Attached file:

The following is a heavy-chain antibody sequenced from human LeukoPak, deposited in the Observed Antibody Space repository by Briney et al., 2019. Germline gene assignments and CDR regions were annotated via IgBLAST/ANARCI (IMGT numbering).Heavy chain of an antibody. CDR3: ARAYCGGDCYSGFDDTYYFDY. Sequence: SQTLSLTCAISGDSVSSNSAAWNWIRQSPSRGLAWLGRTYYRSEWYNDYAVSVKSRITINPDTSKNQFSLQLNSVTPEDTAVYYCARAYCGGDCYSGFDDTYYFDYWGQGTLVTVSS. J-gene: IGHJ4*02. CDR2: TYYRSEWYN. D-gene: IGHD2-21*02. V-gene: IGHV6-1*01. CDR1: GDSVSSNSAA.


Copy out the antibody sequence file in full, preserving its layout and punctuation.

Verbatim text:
The following is a heavy-chain antibody sequenced from human LeukoPak, deposited in the Observed Antibody Space repository by Briney et al., 2019. Germline gene assignments and CDR regions were annotated via IgBLAST/ANARCI (IMGT numbering).Heavy chain of an antibody. CDR3: ARAYCGGDCYSGFDDTYYFDY. Sequence: SQTLSLTCAISGDSVSSNSAAWNWIRQSPSRGLAWLGRTYYRSEWYNDYAVSVKSRITINPDTSKNQFSLQLNSVTPEDTAVYYCARAYCGGDCYSGFDDTYYFDYWGQGTLVTVSS. J-gene: IGHJ4*02. CDR2: TYYRSEWYN. D-gene: IGHD2-21*02. V-gene: IGHV6-1*01. CDR1: GDSVSSNSAA.